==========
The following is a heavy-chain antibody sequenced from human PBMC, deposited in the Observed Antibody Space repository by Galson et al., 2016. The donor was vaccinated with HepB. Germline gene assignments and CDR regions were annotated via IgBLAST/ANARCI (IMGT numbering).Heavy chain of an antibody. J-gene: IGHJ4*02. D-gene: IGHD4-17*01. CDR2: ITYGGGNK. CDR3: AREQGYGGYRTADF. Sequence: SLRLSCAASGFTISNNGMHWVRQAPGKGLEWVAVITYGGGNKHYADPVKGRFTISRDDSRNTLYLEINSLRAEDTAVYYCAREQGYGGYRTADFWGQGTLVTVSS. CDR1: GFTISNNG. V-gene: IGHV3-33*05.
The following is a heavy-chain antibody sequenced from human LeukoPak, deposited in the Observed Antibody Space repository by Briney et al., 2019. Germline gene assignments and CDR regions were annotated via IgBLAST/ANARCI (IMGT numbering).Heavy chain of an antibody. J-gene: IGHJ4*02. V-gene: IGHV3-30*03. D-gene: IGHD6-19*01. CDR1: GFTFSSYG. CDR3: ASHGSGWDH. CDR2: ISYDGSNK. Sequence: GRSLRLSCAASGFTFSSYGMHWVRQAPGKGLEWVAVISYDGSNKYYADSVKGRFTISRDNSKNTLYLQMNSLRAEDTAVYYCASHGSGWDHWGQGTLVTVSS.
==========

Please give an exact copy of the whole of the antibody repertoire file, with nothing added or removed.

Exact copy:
The following is a heavy-chain antibody sequenced from human PBMC, deposited in the Observed Antibody Space repository by Galson et al., 2016. The donor was vaccinated with HepB. Germline gene assignments and CDR regions were annotated via IgBLAST/ANARCI (IMGT numbering).Heavy chain of an antibody. J-gene: IGHJ4*02. D-gene: IGHD4-17*01. CDR2: ITYGGGNK. CDR3: AREQGYGGYRTADF. Sequence: SLRLSCAASGFTISNNGMHWVRQAPGKGLEWVAVITYGGGNKHYADPVKGRFTISRDDSRNTLYLEINSLRAEDTAVYYCAREQGYGGYRTADFWGQGTLVTVSS. CDR1: GFTISNNG. V-gene: IGHV3-33*05.
The following is a heavy-chain antibody sequenced from human LeukoPak, deposited in the Observed Antibody Space repository by Briney et al., 2019. Germline gene assignments and CDR regions were annotated via IgBLAST/ANARCI (IMGT numbering).Heavy chain of an antibody. J-gene: IGHJ4*02. V-gene: IGHV3-30*03. D-gene: IGHD6-19*01. CDR1: GFTFSSYG. CDR3: ASHGSGWDH. CDR2: ISYDGSNK. Sequence: GRSLRLSCAASGFTFSSYGMHWVRQAPGKGLEWVAVISYDGSNKYYADSVKGRFTISRDNSKNTLYLQMNSLRAEDTAVYYCASHGSGWDHWGQGTLVTVSS.